A veteran intelligence analyst on Obama's decision.
Wayne White, a former senior State Department intelligence analyst for the Middle East, is someone I had the pleasure to get to know a little bit while I was covering the Iraq war between 2003-2008. In those years I'd talk to him every couple of months or so, and was glad I did.
Why? More often than not events bore out his analysis. So when he has something to say about the region, I pay attention.
The Obama Administration finally has decided to provide lethal military support to the Syrian rebels. Yet, if Washington’s main focus is providing arms, a detailed review of just that one option suggests it probably would not be enough to prevent some additional regime successes. Moreover, giving arms only to so-called “vetted” (or moderate) rebel groups could aggravate tensions between disparate opposition camps, perhaps leading to rebel infighting. Some believe a US goal in supplying arms now (aside from bolstering the rebels) would be to re-balance the situation as a prelude to negotiations. Yet, getting the many combatants-—especially the rebels–to stand down is unlikely, so the outcome of limited arms shipments could be familiar: more prolonged bloodletting and destruction.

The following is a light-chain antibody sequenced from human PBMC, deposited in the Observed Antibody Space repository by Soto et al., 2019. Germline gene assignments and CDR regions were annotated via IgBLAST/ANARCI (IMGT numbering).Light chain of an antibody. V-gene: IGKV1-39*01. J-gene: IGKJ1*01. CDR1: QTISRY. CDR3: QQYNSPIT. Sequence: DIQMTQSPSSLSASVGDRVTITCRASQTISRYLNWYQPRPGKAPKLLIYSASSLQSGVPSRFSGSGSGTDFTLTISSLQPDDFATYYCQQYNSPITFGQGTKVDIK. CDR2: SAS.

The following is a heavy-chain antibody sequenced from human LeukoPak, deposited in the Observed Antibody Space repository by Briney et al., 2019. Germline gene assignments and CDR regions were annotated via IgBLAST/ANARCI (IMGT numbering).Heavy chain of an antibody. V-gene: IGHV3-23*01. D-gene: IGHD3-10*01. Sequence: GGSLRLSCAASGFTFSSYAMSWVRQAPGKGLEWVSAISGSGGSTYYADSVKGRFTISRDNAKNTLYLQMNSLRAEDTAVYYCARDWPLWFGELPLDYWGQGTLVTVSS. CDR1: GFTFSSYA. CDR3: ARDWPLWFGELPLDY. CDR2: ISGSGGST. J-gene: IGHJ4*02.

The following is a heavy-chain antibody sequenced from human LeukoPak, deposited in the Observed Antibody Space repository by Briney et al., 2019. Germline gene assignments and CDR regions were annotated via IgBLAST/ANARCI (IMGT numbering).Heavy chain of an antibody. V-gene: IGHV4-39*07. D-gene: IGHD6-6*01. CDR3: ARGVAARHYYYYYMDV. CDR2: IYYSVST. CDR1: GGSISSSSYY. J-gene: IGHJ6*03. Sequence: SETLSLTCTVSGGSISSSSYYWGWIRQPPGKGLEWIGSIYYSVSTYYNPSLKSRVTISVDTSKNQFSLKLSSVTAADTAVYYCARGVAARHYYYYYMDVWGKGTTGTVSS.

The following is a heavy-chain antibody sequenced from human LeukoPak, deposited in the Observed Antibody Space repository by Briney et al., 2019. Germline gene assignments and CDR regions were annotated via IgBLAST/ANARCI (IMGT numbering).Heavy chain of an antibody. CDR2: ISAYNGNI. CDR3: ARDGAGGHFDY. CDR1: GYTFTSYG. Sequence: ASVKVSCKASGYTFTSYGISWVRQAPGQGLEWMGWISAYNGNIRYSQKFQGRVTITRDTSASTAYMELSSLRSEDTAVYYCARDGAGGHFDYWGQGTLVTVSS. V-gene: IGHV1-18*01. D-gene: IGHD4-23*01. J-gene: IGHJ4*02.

He argues that the US determination to limit arms to fighters that say they're opposed to the ultimate agenda of jihadis like Jabhat al-Nusra risks "being too selective militarily to have much overall impact" and points out that "rebel military vanguard has been radical Islamist in character - even al-Qaeda affiliated - for some time now." If Obama is hoping to put enough pressure on Assad to engage in meaningful peace talks, White expects the president will be disappointed.
It is no wonder it took the Obama Administration since late last summer to formulate a policy on lethal American support for Syria’s rebels, with limited regime chemical weapons use only partly driving yesterday’s decision. But even by mid-2012, supplying enough weapons to make a difference without providing them to extremists already had become an iffy proposition militarily. And with the opposition disunited, with some component groups bitterly opposing talks and rebels now regaining hope for victory over the regime with US help, useful diplomatic engagement also seems less promising than when Secretary John Kerry went to Moscow early last month.